6 seniors taken to hospital after fire at DC building

Senior citizens are being rescued by ladder after a fire in a building in the Foggy Bottom area of the District on Tuesday. (Courtesy DC Fire and EMS)

(Courtesy DC Fire and EMS)
Senior citizens are being rescued by ladder after a fire in a building in the Foggy Bottom area of the District on Tuesday. (Courtesy DC Fire and EMS)

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A fire in a senior building in the Foggy Bottom section of the District Tuesday has caused six residents to be taken to a hospital for smoke inhalation, with two in critical condition.

“Considering their age, it’s a tenuous situation,” Jennifer Donelan, with DC Fire and EMS, told WTOP.

Residents were being carried down ladders after the fire, which started around 11:30 a.m. in an eight-story building on 24th Street Northwest, near G Street and Virginia Avenue, said Vito Maggiolo, of DC Fire and EMS.

When fire crews got there, they saw fire coming from a second-floor apartment, as well as heavy smoke “spiraling into the upper floors,” he said.

They were able to extinguish the fire in the apartment, he added, but they still needed to get people, some of whom were “in distress,” out of the building, often through hand ladders at the back of the building.



“This is a senior-citizens facility, so we have people who are mobility-challenged,” Maggiolo said, “and of course that makes the rescues more complicated.”

Donelan said the building has 140 units, and that the second alarm was issued so that more firefighters could help out with the rescues.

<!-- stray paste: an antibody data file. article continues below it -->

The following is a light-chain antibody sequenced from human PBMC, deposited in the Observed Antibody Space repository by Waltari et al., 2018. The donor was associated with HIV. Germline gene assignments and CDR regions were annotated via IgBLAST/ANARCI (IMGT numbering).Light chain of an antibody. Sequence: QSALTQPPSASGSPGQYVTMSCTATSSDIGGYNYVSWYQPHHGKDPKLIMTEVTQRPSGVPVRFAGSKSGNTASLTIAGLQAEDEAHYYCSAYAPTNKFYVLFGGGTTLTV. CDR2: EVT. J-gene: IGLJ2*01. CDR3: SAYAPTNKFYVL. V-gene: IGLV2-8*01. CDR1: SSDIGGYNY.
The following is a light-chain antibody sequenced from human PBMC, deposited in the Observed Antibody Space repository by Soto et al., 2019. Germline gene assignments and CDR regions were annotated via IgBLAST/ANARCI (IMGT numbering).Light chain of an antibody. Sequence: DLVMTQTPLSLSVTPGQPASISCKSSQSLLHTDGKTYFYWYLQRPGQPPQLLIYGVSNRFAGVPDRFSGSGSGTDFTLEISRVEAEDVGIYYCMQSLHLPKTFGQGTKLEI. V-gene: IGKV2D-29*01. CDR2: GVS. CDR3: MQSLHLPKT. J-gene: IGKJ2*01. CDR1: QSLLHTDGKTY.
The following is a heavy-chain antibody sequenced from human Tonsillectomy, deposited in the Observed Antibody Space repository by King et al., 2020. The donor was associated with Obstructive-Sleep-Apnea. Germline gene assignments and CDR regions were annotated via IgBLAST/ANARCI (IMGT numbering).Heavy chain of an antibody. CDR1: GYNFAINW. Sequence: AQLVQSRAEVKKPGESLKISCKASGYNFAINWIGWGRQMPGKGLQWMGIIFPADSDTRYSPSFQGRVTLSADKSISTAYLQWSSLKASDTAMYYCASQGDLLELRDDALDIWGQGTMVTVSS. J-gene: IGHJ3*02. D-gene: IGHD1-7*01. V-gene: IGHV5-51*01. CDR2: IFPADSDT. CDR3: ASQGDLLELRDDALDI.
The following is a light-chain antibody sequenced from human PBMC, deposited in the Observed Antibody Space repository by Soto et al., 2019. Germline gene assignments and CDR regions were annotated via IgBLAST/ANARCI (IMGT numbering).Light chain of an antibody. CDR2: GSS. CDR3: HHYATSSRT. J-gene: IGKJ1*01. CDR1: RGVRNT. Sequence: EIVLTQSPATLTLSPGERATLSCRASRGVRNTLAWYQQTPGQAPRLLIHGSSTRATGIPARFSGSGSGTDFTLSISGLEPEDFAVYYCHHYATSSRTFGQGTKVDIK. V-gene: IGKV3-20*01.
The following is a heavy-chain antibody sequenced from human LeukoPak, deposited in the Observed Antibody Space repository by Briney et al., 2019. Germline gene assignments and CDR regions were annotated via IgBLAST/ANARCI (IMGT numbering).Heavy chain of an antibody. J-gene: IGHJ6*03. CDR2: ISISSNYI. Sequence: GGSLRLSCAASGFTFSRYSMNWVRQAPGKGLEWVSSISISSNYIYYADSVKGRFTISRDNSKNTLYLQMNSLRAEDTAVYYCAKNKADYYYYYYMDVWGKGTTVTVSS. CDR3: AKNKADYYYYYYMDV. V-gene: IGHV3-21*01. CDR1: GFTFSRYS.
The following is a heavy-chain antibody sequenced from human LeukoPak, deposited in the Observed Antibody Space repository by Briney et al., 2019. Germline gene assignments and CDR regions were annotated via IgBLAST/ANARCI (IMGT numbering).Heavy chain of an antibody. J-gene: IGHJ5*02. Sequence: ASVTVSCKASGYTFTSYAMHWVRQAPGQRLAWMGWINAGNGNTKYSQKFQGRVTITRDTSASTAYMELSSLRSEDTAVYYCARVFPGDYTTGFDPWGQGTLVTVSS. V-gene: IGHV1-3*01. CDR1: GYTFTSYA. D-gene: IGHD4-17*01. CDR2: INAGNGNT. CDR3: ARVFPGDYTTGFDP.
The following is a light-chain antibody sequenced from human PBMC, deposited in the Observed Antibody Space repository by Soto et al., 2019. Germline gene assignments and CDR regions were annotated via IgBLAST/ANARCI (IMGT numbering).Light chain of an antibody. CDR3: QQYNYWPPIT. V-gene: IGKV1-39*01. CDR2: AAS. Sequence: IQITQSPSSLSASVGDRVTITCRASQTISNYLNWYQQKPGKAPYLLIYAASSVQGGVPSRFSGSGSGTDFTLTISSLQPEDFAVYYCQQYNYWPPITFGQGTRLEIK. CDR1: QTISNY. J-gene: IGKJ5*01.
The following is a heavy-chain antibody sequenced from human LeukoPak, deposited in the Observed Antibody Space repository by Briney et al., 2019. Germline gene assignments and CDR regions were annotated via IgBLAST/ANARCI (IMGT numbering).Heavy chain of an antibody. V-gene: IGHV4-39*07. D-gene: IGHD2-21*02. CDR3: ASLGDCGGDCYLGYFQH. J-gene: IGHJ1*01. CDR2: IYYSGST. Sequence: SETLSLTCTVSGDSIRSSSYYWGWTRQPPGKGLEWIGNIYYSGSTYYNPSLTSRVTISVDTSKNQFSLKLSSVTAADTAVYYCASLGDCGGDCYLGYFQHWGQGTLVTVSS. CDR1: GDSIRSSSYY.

Firefighters have to clear the smoke before they can work out what the damages are, and how many people might need somewhere else to stay, Maggiolo added.

Bill Watkins, the caregiver for a woman who lives on the sixth floor, said he heard an alarm and smelled smoke, tried to get the woman out, but people who were injured on the staircase blocked his way. He put a fan in the window to blow fresh air into the apartment, and went to get help.

He told firefighters about the people on the staircase, and he could tell from a Google Nest camera that the woman he cares for was all right.

“We’re like glue,” Watkins said. “And when we’re not together, we’re worried about each other.”

WTOP’s Kristi King contributed to this report.

Rick Massimo

Rick Massimo came to WTOP, and to Washington, in 2013 after having lived in Providence, R.I., since he was a child. He's the author of "A Walking Tour of the Georgetown Set" and "I Got a Song: A History of the Newport Folk Festival."

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